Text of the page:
Steerable Locusts Detect Explosives

Locusts have a remarkable ability to identify particular chemical signatures - like those present in explosives. This could come in handy for humans - but only if you can steer the insects into areas of interest.


(Explosives sniffing locust)

Srikanth Singamaneni, associate professor of materials science, who specialises in nanomaterials, will be creating a plasmonic "tattoo" made of a biocompatible silk that will be applied to the locusts' wings to generate mild heat and help steer them towards particular locations by remote control...

Neural signals from the locust's brain will then be processed by an on-board low-power processing chip that will decode the information and send a wireless alert back to the authorities.

And the result will appear on a simple LED: red for present, green for absent.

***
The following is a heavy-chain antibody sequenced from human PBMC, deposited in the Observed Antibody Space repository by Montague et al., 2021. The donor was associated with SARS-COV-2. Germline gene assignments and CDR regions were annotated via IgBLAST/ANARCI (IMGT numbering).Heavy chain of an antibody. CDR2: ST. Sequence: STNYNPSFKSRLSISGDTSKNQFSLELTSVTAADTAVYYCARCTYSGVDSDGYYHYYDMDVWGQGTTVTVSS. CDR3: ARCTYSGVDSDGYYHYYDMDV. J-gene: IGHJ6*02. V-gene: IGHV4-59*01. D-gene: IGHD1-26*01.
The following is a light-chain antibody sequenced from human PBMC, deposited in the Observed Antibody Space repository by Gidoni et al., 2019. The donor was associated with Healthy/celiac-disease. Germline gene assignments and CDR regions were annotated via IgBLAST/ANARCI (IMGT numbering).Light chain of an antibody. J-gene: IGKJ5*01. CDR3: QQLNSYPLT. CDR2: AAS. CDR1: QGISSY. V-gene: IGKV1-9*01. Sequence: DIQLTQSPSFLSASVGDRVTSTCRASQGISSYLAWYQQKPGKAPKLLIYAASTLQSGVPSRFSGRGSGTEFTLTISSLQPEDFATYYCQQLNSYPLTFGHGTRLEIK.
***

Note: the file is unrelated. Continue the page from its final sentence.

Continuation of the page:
As Technovelgy readers know, the original idea for steerable insects comes from the 1990 science fiction novel Sparrowhawk, by Thomas A. Easton. In the novel, he writes about genetically engineered animals that are greatly enlarged, and then outfitted with implanted control structures.

"There's the brain, the spinal chord, the motor centers. A cable, here, from the controller to the interface plug... wires from that to the brain." She explained how the controller, a computer, translated movements of the tiller or control yoke and the throttle and brake pedals into electrical signals and routed them as appropriate to the jets or the genimal's motor centers, triggering the genimal's own nervous system into commanding its muscles to serve the driver. All the necessary programming was built into the hardware...
(Read more about the Roachster)

Although a bit less specific, Philip K. Dick anticipated this idea in 1964 in his novel Lies, Inc.. See the reference for the housefly monitor.

Via BBC.

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